|A daddy-daughter dance at the guinguette|
|View of Pont Wilson from the guinguette|
|Caroline and Philippa gear up for a shot with a naughty name|
|The sight of all that whipped cream is enough to turn your stomach. The shot was actually quite nice, but I refused to lick the trail of cream up from the bottom of the glass, as you're meant to. Did do the shot with no hands though!|
On Thursday, Philippa's parents were in town from Australia, and she invited a big group of us out for dinner at Mama Bigoude's a fun and funky crêpe house, where I last went with my sister. "Meeting the parents" is one of those quirks of expat life. At home, I wouldn't think someone who invited me out for dinner with their parents was weird or anything, but it would be rather unexpected to meet the parents of a girlfriend you've only known for six months or so. Here it's much more normal to meet parents or other family members if they come into town and I think as much as anything it's that you want your parents to meet your friends and be able to visualise your life when they're so far away and know who you're talking about when you mention such-and-such a person. You also kind of want them to know "hey, I'm doing well, I have friends!" because it isn't always easy to a) make friends at all and b) make friends that you actually click with, rather than just hang out with because hey, you need someone and they're there. The crêpes were yummy and it was great meeting Philippa's dad (her mum was ill and couldn't make it, unfortunately) and hanging out with everyone. The vibe at Mama Bigoude's is all about fun and frivolity and we had a good night.
|Downstairs at Mama Bigoude. The chandelier is decorated with balls of wool and knitting needles.|
|Our group plus crêpes! Clockwise from left: Laura, me, Johanna, Caroline, Marcia, John (P's dad), Philippa and Mark|
Yesterday I started off the day by watching the F1 qualifying at the Korean Grand Prix, and then had to rush to get ready and out the door for an entirely different cultural experience. Braving bucketing rain in my split-sole shoes (d'oh, but I did have heels in my bag to change into later), I headed across town to the opera, where they were having an open house event. In the morning, you could tour the opera behind the scenes, the costume stores etc., but we missed out on that and arrived in time for the afternoon dress rehearsal. We got some of the best seats in the house (for free), right in the centre in the first floor balcony and settled in to watch the show - Verdi's Rigoletto.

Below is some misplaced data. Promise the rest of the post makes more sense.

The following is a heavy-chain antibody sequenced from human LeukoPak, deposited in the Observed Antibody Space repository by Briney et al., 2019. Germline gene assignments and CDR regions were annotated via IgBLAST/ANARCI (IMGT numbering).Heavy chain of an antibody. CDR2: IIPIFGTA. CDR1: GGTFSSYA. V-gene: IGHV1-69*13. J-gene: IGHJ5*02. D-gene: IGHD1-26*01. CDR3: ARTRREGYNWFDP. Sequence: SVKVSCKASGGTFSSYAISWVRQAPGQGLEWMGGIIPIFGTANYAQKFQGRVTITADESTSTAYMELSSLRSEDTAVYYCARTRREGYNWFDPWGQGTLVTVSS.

I had expected that a dress rehearsal, especially with an audience, would be treated as a dry run of the actual performance, i.e. they would just go straight through whatever happened. However, after the opening dance number, it didn't take long for the conductor to step in: "Excuse-moi, mais non." "Trop tard ?", Christophe, playing the Duke, replied. He had come in fractionally too late for a cue and they began the song again. It was fascinating to see the actors receiving notes from the conductor and stage director on everything from how they were singing to how they were moving. In a particularly funny moment, the Duke and Countess Ceprano practised a move where he spins her around, pulls her in close and she breaks free. She kept getting tripped up by her long train, and the actors mugged it up a bit for the audience, with Christophe the Duke jokingly wanting to recommence each take by kissing the Countess.
We only got to see the first act (twice), which ended with a murder and abduction. Talk about a cliffhanger - I now want to get a ticket to see how it ends! The worst seats in the house are pretty cheap, but I've heard it's quite hard to get tickets. They only play three dates! It seems an amazing amount of work for just that, but I suppose there's not the population to support long runs, so they have to keep changing and draw in a loyal crowd of season ticket holders plus people who might go to see one or two operas a year.
|Staircase in the opera house|
|The opening scene with the Duke about to whirl the Countess around|
|Some of the cast take five on the side of the stage while the director (in the centre) gives notes to the actors. He had a microphone so we could listen in.|
|Can you spot the Duke hiding in this scene? Pretty good camouflage!|
|Sinister masked men arrive to abduct Rigoletto's daughter. I enjoyed this song, which you can watch here, starting at about 3'30".|
Finally, after a short nap, I got ready to meet Liz, her boyfriend David, and Charlie at a cool wine bar Liz had been raving about. I'd tried to find it the week before, but Liz gave me completely wrong directions (see, it's not just me). Packed into a small space were about 350 different bottles of wine, and the friendly and knowledgeable staff helped us choose the perfect wines. I started with a sparkling Vouvray, moved on to asking for a "dry but not too acidic rosé" and then a "light and fluid red, easy on the tannins" and was very happy with the wines I was served. Can't remember what they were unfortunately! It was great catching up with David and Charlie, who I haven't seen in ages, and after the aforementioned all-nighters, I was glad to have a civilised soirée and get back to bed by 1 am! It was nonetheless tough to wake up again at 7 to watch the grand prix, but after all, I didn't have to get out of bed for it.
|This photo was meant to show my peacock headband (a present from Liz), but I soft-focused it out|
|Can kinda see it here|
|Just a few of the wines on offer|
|Liz and David left me this surprise photo while I was in the loo|